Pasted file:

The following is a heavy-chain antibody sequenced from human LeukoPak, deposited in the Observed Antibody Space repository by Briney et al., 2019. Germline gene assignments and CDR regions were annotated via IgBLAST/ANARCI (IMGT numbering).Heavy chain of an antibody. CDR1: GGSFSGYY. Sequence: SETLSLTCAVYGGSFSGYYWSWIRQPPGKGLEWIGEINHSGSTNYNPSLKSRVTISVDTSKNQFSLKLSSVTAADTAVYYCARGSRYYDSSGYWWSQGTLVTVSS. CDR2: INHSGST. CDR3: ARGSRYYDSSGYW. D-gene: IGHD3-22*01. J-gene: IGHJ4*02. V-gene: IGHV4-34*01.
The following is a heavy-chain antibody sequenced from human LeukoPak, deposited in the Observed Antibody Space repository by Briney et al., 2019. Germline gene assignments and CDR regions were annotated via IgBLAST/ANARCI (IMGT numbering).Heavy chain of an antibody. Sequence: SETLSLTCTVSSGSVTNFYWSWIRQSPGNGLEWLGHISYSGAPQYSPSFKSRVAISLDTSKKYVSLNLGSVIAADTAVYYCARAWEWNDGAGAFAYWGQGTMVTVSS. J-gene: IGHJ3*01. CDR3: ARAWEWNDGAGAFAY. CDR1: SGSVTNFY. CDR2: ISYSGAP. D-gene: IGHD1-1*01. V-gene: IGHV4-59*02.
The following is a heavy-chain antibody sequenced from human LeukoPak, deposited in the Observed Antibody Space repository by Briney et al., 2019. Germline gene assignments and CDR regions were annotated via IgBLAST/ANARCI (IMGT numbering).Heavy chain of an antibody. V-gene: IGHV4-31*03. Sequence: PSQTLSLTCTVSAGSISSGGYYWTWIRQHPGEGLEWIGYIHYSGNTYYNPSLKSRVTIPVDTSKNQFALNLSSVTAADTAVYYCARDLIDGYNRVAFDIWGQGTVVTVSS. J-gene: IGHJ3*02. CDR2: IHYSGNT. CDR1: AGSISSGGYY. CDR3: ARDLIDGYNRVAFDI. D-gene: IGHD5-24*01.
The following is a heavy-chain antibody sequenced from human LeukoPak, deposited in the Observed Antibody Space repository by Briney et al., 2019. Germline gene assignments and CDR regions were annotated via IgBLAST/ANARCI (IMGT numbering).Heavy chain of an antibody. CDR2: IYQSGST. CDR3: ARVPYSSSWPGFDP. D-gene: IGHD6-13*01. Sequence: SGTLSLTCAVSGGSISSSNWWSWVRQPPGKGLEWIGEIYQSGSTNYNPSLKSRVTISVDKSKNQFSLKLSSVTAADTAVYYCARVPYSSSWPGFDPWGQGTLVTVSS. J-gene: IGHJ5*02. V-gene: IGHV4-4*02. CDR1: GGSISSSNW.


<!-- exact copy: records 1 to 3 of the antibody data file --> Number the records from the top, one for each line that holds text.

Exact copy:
The following is a heavy-chain antibody sequenced from human LeukoPak, deposited in the Observed Antibody Space repository by Briney et al., 2019. Germline gene assignments and CDR regions were annotated via IgBLAST/ANARCI (IMGT numbering).Heavy chain of an antibody. CDR1: GGSFSGYY. Sequence: SETLSLTCAVYGGSFSGYYWSWIRQPPGKGLEWIGEINHSGSTNYNPSLKSRVTISVDTSKNQFSLKLSSVTAADTAVYYCARGSRYYDSSGYWWSQGTLVTVSS. CDR2: INHSGST. CDR3: ARGSRYYDSSGYW. D-gene: IGHD3-22*01. J-gene: IGHJ4*02. V-gene: IGHV4-34*01.
The following is a heavy-chain antibody sequenced from human LeukoPak, deposited in the Observed Antibody Space repository by Briney et al., 2019. Germline gene assignments and CDR regions were annotated via IgBLAST/ANARCI (IMGT numbering).Heavy chain of an antibody. Sequence: SETLSLTCTVSSGSVTNFYWSWIRQSPGNGLEWLGHISYSGAPQYSPSFKSRVAISLDTSKKYVSLNLGSVIAADTAVYYCARAWEWNDGAGAFAYWGQGTMVTVSS. J-gene: IGHJ3*01. CDR3: ARAWEWNDGAGAFAY. CDR1: SGSVTNFY. CDR2: ISYSGAP. D-gene: IGHD1-1*01. V-gene: IGHV4-59*02.
The following is a heavy-chain antibody sequenced from human LeukoPak, deposited in the Observed Antibody Space repository by Briney et al., 2019. Germline gene assignments and CDR regions were annotated via IgBLAST/ANARCI (IMGT numbering).Heavy chain of an antibody. V-gene: IGHV4-31*03. Sequence: PSQTLSLTCTVSAGSISSGGYYWTWIRQHPGEGLEWIGYIHYSGNTYYNPSLKSRVTIPVDTSKNQFALNLSSVTAADTAVYYCARDLIDGYNRVAFDIWGQGTVVTVSS. J-gene: IGHJ3*02. CDR2: IHYSGNT. CDR1: AGSISSGGYY. CDR3: ARDLIDGYNRVAFDI. D-gene: IGHD5-24*01.